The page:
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10 Facts on Hemochromatosis

Hemochromatosis might not be something you’ve heard of—even though a lot of people have this health condition—but it’s a widespread type of iron storage disease that causes your body to store excess iron at dangerously high levels. Over time and if left untreated or undiagnosed, the extra iron in your body can cause damage to several vital organs. Since many of the symptoms of hemochromatosis aren’t unique to the disease (there are several other diseases that can cause the same symptoms) it can be difficult for a doctor to recognize the cause. Although it can be difficult to diagnose, hemochromatosis is one of the most common genetic diseases in North America.

Whether you’re dealing with symptoms from an unknown medical condition, have recently been diagnosed, or just want to know more about this common disease, read on for these ten facts on hemochromatosis…

1. Excess Iron Is Stored in More than Your Liver

When you have hemochromatosis, your body is unable to absorb the right amount of iron, resulting in a build up. Since your liver is in charge of many important functions, including storing essential nutrients in your body, it’s unsurprising that hemochromatosis can harm your liver because some of the excess iron is stored there. Excess iron can also be stored in pretty much all of your organs, but a lot of it is stored in your heart and pancreas, making the disease even more serious because of the potential implications and long-term damage to these vital organs.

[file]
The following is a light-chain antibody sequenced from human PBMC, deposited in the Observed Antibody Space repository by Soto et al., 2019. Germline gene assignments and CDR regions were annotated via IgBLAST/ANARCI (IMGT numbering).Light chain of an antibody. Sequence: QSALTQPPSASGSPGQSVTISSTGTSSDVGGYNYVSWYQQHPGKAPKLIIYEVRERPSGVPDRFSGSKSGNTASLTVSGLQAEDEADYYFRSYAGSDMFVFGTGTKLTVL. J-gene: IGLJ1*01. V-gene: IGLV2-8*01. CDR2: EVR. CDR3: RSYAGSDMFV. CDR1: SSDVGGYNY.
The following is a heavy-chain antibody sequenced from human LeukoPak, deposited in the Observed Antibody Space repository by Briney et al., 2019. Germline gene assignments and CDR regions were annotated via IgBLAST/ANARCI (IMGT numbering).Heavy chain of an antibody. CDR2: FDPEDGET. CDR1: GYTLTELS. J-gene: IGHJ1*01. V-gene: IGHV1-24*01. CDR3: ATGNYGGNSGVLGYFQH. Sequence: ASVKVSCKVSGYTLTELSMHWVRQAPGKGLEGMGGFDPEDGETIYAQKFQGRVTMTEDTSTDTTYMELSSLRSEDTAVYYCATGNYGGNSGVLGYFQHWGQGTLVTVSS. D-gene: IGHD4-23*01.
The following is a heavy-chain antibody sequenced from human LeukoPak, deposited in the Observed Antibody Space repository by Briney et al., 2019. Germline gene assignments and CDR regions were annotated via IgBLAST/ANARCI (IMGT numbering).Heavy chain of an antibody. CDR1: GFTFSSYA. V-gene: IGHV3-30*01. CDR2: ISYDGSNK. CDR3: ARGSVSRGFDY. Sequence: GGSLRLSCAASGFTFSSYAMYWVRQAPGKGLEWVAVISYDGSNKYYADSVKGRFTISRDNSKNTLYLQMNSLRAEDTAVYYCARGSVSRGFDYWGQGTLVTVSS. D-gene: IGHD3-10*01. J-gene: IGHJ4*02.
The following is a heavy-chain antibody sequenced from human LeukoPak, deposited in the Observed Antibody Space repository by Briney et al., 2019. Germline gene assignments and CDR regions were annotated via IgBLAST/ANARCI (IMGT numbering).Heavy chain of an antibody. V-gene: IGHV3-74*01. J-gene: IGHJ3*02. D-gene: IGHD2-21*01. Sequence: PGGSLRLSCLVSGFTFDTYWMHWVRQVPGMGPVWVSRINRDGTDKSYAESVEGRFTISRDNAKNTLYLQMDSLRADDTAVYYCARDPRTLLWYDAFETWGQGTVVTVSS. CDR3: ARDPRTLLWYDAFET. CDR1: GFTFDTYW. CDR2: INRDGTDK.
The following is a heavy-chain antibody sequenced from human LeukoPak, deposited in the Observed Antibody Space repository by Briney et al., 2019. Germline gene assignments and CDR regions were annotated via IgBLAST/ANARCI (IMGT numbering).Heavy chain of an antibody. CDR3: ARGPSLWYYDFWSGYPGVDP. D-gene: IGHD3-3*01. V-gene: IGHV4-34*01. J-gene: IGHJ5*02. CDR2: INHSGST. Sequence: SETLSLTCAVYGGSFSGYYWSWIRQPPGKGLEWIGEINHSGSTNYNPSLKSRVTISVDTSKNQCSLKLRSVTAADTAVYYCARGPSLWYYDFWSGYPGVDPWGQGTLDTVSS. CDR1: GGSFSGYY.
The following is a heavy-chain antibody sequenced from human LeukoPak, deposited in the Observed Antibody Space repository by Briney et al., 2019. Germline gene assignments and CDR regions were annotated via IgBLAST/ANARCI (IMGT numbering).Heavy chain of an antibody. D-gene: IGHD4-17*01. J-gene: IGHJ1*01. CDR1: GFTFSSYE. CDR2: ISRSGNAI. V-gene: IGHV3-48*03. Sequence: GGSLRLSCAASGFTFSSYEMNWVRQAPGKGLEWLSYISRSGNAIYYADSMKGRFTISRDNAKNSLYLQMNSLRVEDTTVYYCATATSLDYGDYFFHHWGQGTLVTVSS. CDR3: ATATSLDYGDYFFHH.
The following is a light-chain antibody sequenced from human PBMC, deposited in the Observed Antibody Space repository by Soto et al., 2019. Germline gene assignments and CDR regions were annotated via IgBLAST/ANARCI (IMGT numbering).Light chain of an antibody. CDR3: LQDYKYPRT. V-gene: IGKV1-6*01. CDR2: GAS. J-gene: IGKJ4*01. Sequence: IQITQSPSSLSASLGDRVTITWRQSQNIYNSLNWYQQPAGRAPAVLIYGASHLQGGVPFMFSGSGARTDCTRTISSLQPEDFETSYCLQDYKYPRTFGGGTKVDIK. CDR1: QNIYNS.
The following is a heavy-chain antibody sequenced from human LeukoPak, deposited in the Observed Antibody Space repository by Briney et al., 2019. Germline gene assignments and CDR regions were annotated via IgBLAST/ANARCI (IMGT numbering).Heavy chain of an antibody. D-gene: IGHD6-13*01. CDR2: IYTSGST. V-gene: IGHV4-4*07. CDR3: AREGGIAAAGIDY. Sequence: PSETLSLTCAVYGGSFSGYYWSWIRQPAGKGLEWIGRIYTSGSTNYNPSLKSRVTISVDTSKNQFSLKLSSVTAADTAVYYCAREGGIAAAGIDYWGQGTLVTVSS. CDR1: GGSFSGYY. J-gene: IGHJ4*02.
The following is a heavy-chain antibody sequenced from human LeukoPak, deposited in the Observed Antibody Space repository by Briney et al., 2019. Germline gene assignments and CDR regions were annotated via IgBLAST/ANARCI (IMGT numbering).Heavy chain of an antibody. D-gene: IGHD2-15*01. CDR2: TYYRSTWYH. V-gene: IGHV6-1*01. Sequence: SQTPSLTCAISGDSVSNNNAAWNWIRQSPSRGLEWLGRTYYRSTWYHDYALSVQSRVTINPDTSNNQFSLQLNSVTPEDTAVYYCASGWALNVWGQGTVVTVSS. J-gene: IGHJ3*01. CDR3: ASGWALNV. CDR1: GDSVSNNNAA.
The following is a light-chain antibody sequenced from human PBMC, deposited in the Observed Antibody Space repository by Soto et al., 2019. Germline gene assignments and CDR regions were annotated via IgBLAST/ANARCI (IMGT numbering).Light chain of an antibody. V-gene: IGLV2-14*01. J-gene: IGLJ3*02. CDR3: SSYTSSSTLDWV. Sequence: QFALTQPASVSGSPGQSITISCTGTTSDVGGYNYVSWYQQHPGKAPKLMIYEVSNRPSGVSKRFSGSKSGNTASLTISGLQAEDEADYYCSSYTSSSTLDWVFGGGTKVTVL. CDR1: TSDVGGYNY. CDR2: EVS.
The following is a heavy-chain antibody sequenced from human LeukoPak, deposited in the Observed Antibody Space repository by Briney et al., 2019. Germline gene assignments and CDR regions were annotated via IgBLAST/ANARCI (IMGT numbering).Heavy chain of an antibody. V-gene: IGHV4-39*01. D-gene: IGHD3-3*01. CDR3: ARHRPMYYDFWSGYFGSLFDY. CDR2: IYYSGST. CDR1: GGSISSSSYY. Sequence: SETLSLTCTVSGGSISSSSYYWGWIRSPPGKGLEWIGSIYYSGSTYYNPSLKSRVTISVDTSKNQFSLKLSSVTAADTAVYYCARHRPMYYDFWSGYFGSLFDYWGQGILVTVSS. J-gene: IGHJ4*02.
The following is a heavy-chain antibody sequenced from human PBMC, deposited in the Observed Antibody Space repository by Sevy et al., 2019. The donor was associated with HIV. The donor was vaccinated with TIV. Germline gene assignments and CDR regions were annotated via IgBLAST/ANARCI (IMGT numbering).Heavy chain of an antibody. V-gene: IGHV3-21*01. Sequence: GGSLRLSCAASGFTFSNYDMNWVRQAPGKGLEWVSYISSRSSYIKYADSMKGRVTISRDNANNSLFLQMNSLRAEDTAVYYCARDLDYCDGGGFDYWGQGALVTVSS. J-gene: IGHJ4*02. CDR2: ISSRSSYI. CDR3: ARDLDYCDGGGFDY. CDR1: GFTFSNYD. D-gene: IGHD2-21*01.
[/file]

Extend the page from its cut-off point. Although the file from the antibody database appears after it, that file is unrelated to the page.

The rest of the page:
Excess iron stored in your organs is basically like a poison to them—it’s toxic and will eventually cause serious problems or even death. With the overload of iron that’s poisoning your organs, you can begin to experience symptoms all over your body, some of which include include stomach pain, joint pain, and loss of sex drive, the disease isn’t limited by any means.

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